Volatility has increased since last week. Even though we considered reducing risk in our portfolios, we decided not to do so. We do not think it is the right time to take any actions.

We believe that the increase in the observed volatility could be explained by three main topics, some appear to be more psychological than others:  1-some assets have recovered very quickly and we have seen some profit taking, in particular people question how much more room for price appreciation there is if it is not accompanied by real economic growth; 2-the calendar effect, as we get closer to the end of the year, funds decide to take a more conservative approach and realize their gains by reducing risk; and, 3-there appears to be some signaling as to a possible shorter monetary stimuli and its consequence for liquidity.

It is a fact that some markets have recovered a lot and very quickly, in particular Asia and commodity markets. We maintain a positive outlook in these, but we will trade with a cautious bias in the upcoming weeks. We disagree with the general consensus that government intervention is extremely relevant for recovery. It is our thought that “normal” economies grow in a secular fashion. As part of the business cycle, sometimes there is a crisis that erodes confidence and as a consequence bad economic decisions are taken that exacerbate the crisis. It is under these circumstances that the government as the biggest economic agent in the economy should act as a leader and coordinate expectations. As a response, the government showed the way by issuing a set of measures to restart the economy. These measures do not provide sustained growth; otherwise they would be applied by all governments all the time.

In terms of the second theme, profit taking, it appears to have a psychological flavor. Nonetheless it has real implications in the markets. Given that last year was a bad year in terms of profitability for the majority of fund managers, it is a natural to see some risk aversion and risk reduction, or profit taking, this year. There is a real incentive to show positive returns, both from compensation schemes and track record. This phenomenon is very calendar driven; nothing has fundamentally changed in terms of asset valuations to warrant a change in our portfolios.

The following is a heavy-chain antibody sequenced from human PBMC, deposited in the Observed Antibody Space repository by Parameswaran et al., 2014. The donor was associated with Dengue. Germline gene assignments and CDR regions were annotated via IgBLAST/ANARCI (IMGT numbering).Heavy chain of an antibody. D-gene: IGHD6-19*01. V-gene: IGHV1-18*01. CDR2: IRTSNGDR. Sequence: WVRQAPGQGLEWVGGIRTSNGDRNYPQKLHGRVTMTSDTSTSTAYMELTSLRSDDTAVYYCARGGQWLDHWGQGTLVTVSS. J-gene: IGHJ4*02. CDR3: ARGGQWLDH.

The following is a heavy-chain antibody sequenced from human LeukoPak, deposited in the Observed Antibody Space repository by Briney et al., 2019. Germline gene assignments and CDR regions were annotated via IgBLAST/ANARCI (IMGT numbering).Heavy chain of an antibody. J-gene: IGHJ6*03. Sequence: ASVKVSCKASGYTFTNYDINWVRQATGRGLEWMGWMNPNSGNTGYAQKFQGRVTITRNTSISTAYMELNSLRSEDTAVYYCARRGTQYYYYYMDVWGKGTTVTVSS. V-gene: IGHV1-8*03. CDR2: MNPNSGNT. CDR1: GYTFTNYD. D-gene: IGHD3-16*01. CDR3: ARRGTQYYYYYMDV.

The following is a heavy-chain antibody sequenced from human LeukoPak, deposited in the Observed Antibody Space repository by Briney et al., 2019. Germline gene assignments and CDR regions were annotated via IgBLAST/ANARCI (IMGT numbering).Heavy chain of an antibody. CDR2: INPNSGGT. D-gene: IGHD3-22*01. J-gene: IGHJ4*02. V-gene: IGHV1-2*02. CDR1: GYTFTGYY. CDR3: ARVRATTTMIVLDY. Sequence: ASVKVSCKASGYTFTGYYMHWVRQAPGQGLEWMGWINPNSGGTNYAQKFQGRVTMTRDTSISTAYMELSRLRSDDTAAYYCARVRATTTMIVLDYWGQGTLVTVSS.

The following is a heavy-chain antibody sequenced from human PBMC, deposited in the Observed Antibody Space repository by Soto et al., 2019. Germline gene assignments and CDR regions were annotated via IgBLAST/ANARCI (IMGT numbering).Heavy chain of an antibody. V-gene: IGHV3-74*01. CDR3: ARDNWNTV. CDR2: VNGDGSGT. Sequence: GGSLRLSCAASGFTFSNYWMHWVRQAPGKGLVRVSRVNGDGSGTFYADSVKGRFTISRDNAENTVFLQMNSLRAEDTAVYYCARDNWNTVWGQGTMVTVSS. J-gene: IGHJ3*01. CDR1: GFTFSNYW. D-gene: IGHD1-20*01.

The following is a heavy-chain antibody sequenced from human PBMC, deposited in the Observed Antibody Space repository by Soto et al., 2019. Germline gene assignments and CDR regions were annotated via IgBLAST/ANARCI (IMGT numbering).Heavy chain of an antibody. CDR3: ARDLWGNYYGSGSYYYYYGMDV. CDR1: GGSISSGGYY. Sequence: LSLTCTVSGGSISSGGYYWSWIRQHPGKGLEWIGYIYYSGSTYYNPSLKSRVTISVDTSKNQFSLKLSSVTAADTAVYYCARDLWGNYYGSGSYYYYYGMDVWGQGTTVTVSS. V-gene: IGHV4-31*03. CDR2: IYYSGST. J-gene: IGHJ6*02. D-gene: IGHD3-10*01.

The last topic is the most important one, and it is related to the first theme. We are currently in a very low interest rates environment as a consequence of the liquidity injected by governments. Some might argue that we are now in a new bubble, the dollar carry trade. When and if the Fed might signal an increase in rates, many of the current trade positions will become obsolete and the dollar will strengthen. The potential end of the dollar-carry trade is a main topic in our discussions and we keep it on our radar screen. This afternoon the Fed will make announcements and we believe that they will say “no changes for now”. It is important to note that other countries have started to reduce the expansive monetary policies earlier than what the market expected. Therefore, this triggered a debate as to whether we are starting to observe a coordinated effort to reduce the liquidity. This change would have real implications for the markets. We observe changes in monetary policy in those countries that have recovered sooner. Those economies are seeing capital inflows and a consequent currency appreciation. We have positioned our portfolios for this outcome.

We believe that in the US and Europe, these reductions in liquidity will be moderate and marginal. It will most likely start with a gradual reduction of the facilities used since the crisis and not with a real change in rates. We are considering a portfolio rebalancing to take profits in those trades that have paid off well, such as Asia and commodities.

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